As shown in the film, Santa Teresa possess all the charm of a small town with all the fun of a big city. The tropical beaches, the hotels and the local people make for an unforgettable destination.

El Cielo Rojo (2008)

Miguel Alejandro Gomez creates a beautiful yet sad coming-of-age story in El cielo rojo (“The red sky”) (2008). Gomez was born in Costa Rica, but his family moved to Switzerland when he was very young. As an adult he returned and became a filmmaker.

The film focuses on a group of teenagers who have just finished high school and are not sure of what they want to do with their lives. In these uncertain times, they decide to focus on what they know: girls and parties. However, crucial events will happen to them that will force them to reconsider their (sometimes non-existent) life plans.

Berny gets dumped by his girlfriend, so instead of going to university in Los Angeles he wants to stay and mend thing with her. Nestor is and idealist who wants to fix the country, so his plan is to become the president someday. Manuel is constantly being harassed by his mother to choose a career and enroll in college.

Through it all, the boys help each other with the decisions they must make. The comedy in this film is great, with its script being its best asset. The actors seem to have fun while playing the characters, which creates a comfortable atmosphere and makes the experience more enjoyable for the audience.

El cielo rojo critiques some aspects of the Costa Rican politics at the time, specially going over the insecurity and the use of illegal drugs. But, all in all, the film mostly shows the teenagers having a good time, bonding, and making tough decisions.

Paths Of Love (2019)

Paths of Love [Los caminos del amor] (2019) is a documentary film, by Patricia Howell. It follows Guadalupe Urbina’s life, work and impact. Urbina is a Costa Rican artist, and one of the most important singers in Central America. She was the youngest of ten siblings, and grew up listening to traditional Costa Rican music on the radio and through her father, as well as singer songwriters like Joan Baez, who heavily influenced her own music.

In 1986 she participated in compilation recordLa Paz del Mundo Comienza en Centroamérica (“World Peace Begins in Central America”). Over the years she has collaborated with many international artists; she participated in the Amnesty International Concert, along with Sting, Springsteen, Peter Gabriel and more.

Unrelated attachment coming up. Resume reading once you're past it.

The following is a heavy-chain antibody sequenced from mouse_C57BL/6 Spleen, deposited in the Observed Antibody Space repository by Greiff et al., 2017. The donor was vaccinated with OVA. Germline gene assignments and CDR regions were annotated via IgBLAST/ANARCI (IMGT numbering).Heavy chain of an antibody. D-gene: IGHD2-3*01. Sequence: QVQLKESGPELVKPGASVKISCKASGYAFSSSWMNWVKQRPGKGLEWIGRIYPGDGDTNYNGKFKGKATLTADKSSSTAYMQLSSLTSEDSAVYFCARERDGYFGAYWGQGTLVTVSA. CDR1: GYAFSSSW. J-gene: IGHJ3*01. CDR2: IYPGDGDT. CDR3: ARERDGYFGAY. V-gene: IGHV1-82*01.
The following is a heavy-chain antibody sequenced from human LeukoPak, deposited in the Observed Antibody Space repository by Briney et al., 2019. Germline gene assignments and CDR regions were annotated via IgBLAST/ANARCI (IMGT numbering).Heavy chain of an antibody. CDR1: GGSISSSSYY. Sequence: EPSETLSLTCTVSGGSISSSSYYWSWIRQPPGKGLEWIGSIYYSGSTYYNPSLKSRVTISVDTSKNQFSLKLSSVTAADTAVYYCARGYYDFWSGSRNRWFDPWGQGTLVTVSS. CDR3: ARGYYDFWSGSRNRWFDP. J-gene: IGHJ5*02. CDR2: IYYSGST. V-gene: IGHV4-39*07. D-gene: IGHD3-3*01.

When she was young, she was interest in the oral traditions of her province Guanacaste, and in later years she has used her investigation on the region’s folk to create a disc. The film centers on her figure, but it’s not just a biographic retelling, instead it presents her and her music’s message, about love, the meaning of life and death and our relationship with nature. It shows the impact her music has had on many generations of Costa Ricans.

The film stops by different villages, and on each of them their different traditions, music, culture and natural landscapes are shown, as well as their interaction with Urbina’s art. Paths of Love is a great film to get in touch with Costa Rica’s art and culture. It allows for a discovery of the unique traditions in each village and it leaves us with a beautiful message about love and life.

Land Of Ashes (2019)

Land of Ashes [Ceniza negra] (2019), by Sofía Quirós, is a coming-of-age story set in the Caribbean. This was the first Costa Rican film to be presented at Cannes. Our protagonist, Selva (“Jungle”), is a thirteen-year-old girl who lives in a coastal town. After her mother’s disappearance, her grandfather is the only relative that can take care of her. However, he doesn’t want to live anymore. Selva must decide if she will help her grandfather fulfill his death wish, even thought that would mean she would be all alone. Through it all, their cheeky neighbor Elena will help them understand more about the world and their place in it.

Land of Ashes is an exploration of life and death. Snakes become a recurring motif for the cyclical. It’s through them that Selva learns that dying is no different from shedding one’s skin. The film incurs into magical realism during some scenes in which Selva tries to contact her mother. It recollects some of the local legends and myths to construct a sweet story about the different stages of life.

The film was mainly shot in the Limón district. The two main harbors of the country are in this district, making it one of the most important for international trading. As we can see in the movie, the landscapes are breathtaking, with stunning beaches and dense vegetation. In this district you will find the Tortuguero National Park, a national park dedicated mainly to the preservation and appreciation of marine turtles.

If you go to this region, make sure to try the local delicacy, the Pan Bon, a delicious bread filled with an assortment of nuts.

Jurassic Park (1993)